Part 4: What to do…


Parenting: Conflict and Avoidance, Part 2

March 27, 2014

So where was I leading with all of this? Why was I letting you, dear reader, know about my personal values and standards?

Perhaps because there are some in my life who don’t realize that I hold these things very dear. I can be insulted in so many ways but if I’m never given the chance to give an accounting for my actions and the past is dragged up, that cuts me. Really cuts me. And I’ve had a few days to think about all of this and why.

Recently I had two friends do just this very thing. Only it involved my child. The first overheard a conversation incorrectly. When I went to talk to her I even began with, “You may have heard us talking, etc., etc.” Then I was confronted with, “Yes, I did hear you talking and you should know that your child has criticized and bullied [the other woman’s] child and that is why my child no longer invites her over.”

Some important details:

1. She incorrectly overheard us talking about a different child with the same name as the other woman’s child who was in fact bullied and a bully herself to my child.

2. The incident she is referring to took place 18 MONTHS AGO.

3. My child and the other woman’s child have a history of picking on each other but apparently my child is the only one who crosses the line.

4. She insists her child has spoken to mine, and perhaps even said she talked to my child (I was seeing so much red it wasn’t funny) and basically told me that she is choosing not to change.

5. Given her child’s history of not owning up to her mistakes and not talking to another child who was bullying my child because of a lie told her, around the same time frame, I highly doubt her child spoke up to mine. But this parent insists she was talked to, knows that her child talked to her, and that she is suffering the consequences of her actions.

Next enters the other woman. In my outrage that it took 18 months to tell me something about this incident I put this other woman on the defense and she blurts out “Did you know your child slapped mine at the mall the other night?”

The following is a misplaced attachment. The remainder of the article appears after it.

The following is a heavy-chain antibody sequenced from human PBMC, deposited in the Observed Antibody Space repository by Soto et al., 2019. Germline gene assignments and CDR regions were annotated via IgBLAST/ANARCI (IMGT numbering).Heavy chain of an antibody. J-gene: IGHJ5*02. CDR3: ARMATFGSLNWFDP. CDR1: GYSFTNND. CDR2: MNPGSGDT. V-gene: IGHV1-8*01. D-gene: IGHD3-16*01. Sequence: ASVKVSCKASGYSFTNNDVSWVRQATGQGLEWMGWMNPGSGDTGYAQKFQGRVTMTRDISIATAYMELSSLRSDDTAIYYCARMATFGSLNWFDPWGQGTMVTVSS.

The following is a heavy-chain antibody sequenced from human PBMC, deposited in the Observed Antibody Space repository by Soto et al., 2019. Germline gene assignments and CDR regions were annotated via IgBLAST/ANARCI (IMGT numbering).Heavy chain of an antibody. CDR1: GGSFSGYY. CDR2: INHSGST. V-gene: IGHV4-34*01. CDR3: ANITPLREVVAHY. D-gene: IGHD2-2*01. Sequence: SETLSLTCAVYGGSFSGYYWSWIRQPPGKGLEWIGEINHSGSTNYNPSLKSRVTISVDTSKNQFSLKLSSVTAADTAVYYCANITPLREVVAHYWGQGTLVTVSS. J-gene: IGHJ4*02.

“Uh, no–because YOU DIDN’T TELL ME! When were you going to tell me?”

“Never. They will work it out.”

Over the course of two hours the reasons for not telling me made me angrier and angrier. I am not mad about what they said my child did–I can fully accept the truth of the accusations. I am mad that they didn’t give me the chance to make her accountable, didn’t give me the chance to be her parent. I was told things like “She was talked to. She’s choosing not to change.” “They need to work it out. You interfere too much. Are you going to fight all her battles?” “Why does this have to be a teaching moment? You’ve been teaching her all along and she’ll make her own choices no matter what you say to her.” (This one really bothered me because they kept comparing her to their almost delinquent children, siblings of the girls involved.) “You’re reacting exactly the way we thought you’d react.” (Hey, try to tell me when it happens and you will be pleasantly surprised at my lack of anger towards the two of you.) “You don’t give your child enough credit for being good.” “Don’t go home and read her the riot act.”

Oh, and the kickers: “We don’t want this to change our friendship” and “We don’t want your child taking this out on our children because you give her hell for this.” But it is okay for your child to walk away, freeze my child out when she may not even realize? (Oh wait, according to them “she should already know.”) Is this the correct way of teaching them how to deal with problems? I guess those relationship and conflict management experts will have job security for generations to come.

I have gone through every emotion possible. Outrage and pissed off are the strongest two. I have sat down with my child and delivered the news to her that her friends have deliberately frozen her out over something 18 months ago. I have told her in no uncertain terms the laying of hands on another person is totally unacceptable. I held her while she cried.

And we have talked about what I’m really disappointed in–friends who chose not to tell me about my child, who made parenting decisions for me, did not give me the chance to stand-up for (and punish) my own child, called my parenting into question, dragged up the past and opened the door for the examination of their children’s behavior and actions.

I have looked at my own actions–have I ever withheld anything from them? Not directly and there was communication involved. My own shame in a certain incident kept me from speaking about it but the public apology was my way of saying, “If you want to address this with me, now is the time.” So no, I’ve never chosen not to let a parent know about their child’s behavior.

But how do I address this with them now? How can they possibly think our relationship hasn’t changed? Do I let it go and remind myself that I can never bring it up again? Or do I give them a chance to address my complaints–I don’t want to be a hypocrit? In our initial conversation neither of them regrets withholding, only the telling me. I say, “do not regret telling me, regret holding it back and look at the mess you created.” So will saying anything further to them make any difference?

Part 3: What I am teaching my child…